• First, you might have to figure out how to take card payments yourself. There are some very good online payment processing services out there (PayPal, Stripe, SagePay and Worldpay for example), but they all take time to set up. It can take a few weeks just to pass the identity checks and get a fully-validated account that can accept card payments. Even after you’re set up, it can take weeks for that very first card payment to reach your bank account.
  • Second, you take full responsibility for keeping your site up and running (…and for driving new customers to it). You become your very own IT and marketing departments. This all takes more work than you might think!

As soon as you’ve decided whether you want a marketplace page or your very own online shop, you can move on to the fun part: listing and selling your first handmade product!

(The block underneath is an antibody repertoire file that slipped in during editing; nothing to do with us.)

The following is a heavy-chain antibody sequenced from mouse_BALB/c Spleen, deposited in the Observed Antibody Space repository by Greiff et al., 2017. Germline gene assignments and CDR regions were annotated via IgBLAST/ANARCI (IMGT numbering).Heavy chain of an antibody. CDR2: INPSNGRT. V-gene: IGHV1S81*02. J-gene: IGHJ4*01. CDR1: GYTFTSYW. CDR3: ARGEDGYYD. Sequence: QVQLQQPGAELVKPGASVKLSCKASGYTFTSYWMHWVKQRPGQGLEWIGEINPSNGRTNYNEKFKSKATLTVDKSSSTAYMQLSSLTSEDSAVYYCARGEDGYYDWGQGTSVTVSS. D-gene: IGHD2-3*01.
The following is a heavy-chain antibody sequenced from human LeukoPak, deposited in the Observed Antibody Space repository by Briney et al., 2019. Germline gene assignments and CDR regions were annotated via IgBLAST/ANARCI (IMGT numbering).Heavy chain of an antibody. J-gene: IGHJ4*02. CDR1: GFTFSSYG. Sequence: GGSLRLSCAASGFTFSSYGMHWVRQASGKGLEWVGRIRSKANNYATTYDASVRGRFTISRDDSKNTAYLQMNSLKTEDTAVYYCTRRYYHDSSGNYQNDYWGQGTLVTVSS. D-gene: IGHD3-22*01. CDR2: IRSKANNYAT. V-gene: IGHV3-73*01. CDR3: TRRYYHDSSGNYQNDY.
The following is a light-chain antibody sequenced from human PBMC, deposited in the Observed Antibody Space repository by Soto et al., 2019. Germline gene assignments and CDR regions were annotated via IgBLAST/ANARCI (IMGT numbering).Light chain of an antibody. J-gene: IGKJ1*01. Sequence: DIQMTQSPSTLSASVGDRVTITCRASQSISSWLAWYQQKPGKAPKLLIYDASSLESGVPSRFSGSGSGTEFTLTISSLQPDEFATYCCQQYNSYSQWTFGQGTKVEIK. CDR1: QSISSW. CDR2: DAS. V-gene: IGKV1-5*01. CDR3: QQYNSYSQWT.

Step 2: Create Your Product Listing

Whether you choose a marketplace or owner-operated ecommerce site, you’ll need to ‘stock the shelves’ of your shop before you can sell anything. To do this, you create product listings pages.

A good product listings page should act as your handmade product’s very own 24/7 sales ambassador. It should show site visitors what’s so great about the garment or accessory you’re selling, and it should entice them to go ahead and push that ‘buy’ button! 

To create a good product listing, you’ll need to do the following…

Take Great Photographs: Every product you sell should have at least one photo of the product on its ecommerce page. Most ecommerce sites these days will have five or more photos, showing how the product works and looks from different angles. Diagrams and videos are becoming more popular, too. We’ve got some product photography advice on our recent Instagram article which is worth a read if you’re new to product photography.